The succinct debates that took place over the fugitive slave clause had yielded no more than a change in wording.  In the first place, its passive voice makes it unclear if the states were responsible for anything more than non-interference in the recapture of fugitive slaves.  In the second place, the Framers were very careful to word the clause so that the recognition of the property in slaves (much less the legitimacy of such a property) would not be explicitly recognized in the constitutional text.  Butler’s original proposition had required that slaves must be returned to the persons who were “justly claiming their service or labor.”  In the Committee of Style, any reference to the “just” claims of the slaveowner was dropped, and the clause referred instead to the slave or servant who was “legally held to service or labour.”  Finally, just two days before the Convention was adjourned, “the term ‘legally’ was struck out; and the words ‘under the laws thereof,’ inserted … in compliance with the wish of some who thought the term legal equivocal, and favoring the idea that slavery was legal in a moral view.”  This change of wording cleared up two potential ambiguities (though it left behind others).  It was now clear that the Constitution did not recognize the moral “lawfulness” of slavery, and it was clear that it was not under the Constitution that men were recognized as property; rather, it was under the laws of the states that men were held to service or labor.  The distinction may be rather subtle or abstruse, but at least some of the Framers had considered it imperative that the Constitution give no explicit sanction to the institution of slavery. Still, the fugitive slave clause is arguably the most shameful clause in the Constitution, because in practice it would unavoidably implicate the new federal government in the protection of slave property.  When put in practice, starting with federal legislation in 1793, it would also be a moral, political, and legal nightmare for the young republic.  

After Twenty Years

The international slave trade would be permitted for only twenty more years, and those twenty years would be no worse than the conditions existing under the Articles of Confederation.  As Madison pointed out during the ratifying debates, those states which had already forbidden the slave trade could continue to forbid it under the new Constitution.  And the federal government would now be empowered to outlaw the slave trade throughout the United States in twenty years, a power that they had never had before.  Even the 20-year allowance of the slave trade was granted only to “the states now existing,” which meant that the new Congress could forbid the slave trade into any territories or any states that were created before 1808.  Congress did in fact act on every power they were granted: they prohibited the international slave trade into the Mississippi Territory in 1798 and into the Louisiana Territory in 1804, and they outlawed the trade throughout the country at the earliest possible moment, going into effect on January 1, 1808.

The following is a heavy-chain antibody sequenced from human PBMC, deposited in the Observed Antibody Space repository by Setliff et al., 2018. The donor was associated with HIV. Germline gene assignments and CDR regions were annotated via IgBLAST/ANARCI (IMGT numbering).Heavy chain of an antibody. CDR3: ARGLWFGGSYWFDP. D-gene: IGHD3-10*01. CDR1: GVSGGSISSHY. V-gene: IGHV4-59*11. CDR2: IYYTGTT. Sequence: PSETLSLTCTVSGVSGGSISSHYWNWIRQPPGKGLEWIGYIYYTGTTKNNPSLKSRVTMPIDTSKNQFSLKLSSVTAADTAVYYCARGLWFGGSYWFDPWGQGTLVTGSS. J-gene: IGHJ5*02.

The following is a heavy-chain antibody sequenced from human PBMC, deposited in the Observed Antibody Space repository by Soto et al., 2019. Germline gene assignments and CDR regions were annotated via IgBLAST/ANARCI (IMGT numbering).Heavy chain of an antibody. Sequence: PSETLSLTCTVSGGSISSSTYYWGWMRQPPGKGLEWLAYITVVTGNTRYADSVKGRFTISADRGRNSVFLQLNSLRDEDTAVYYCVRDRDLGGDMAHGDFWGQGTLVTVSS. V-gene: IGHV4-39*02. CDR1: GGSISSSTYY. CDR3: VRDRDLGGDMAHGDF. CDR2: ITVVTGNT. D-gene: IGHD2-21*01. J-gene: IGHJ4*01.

Nevertheless, the 20-year compromise has been seen as an objectionable part of the Constitution since it was formed.  And it is possible that the Framers might have been able to strike a better bargain if more members had resisted the Deep South.  But they could not have hoped to accomplish much better, since those delegates had made it plain that an immediate end to the slave trade was not an option.  Therefore, for those opponents who witnessed its formation—such as George Mason and Luther Martin—the most noxious part of the compromise was the quid pro quo demanded by the New England states.  But this venal aspect of the bargain should not be allowed to totally obscure what was admirable in the debates.  There were a few delegates who stood up to the intransigent members from South Carolina and Georgia and insisted that the international slave trade must finally come to an end.  As General Pinckney acknowledged in the South Carolina legislature, the Deep South had been forced to yield on this question because of “the religious and political prejudices” of some of the other members.  It is to the credit of men such as Mason, King, Dickinson, Langdon, and Randolph that the Constitution held out any promise that there would be an end to the further imports of slaves.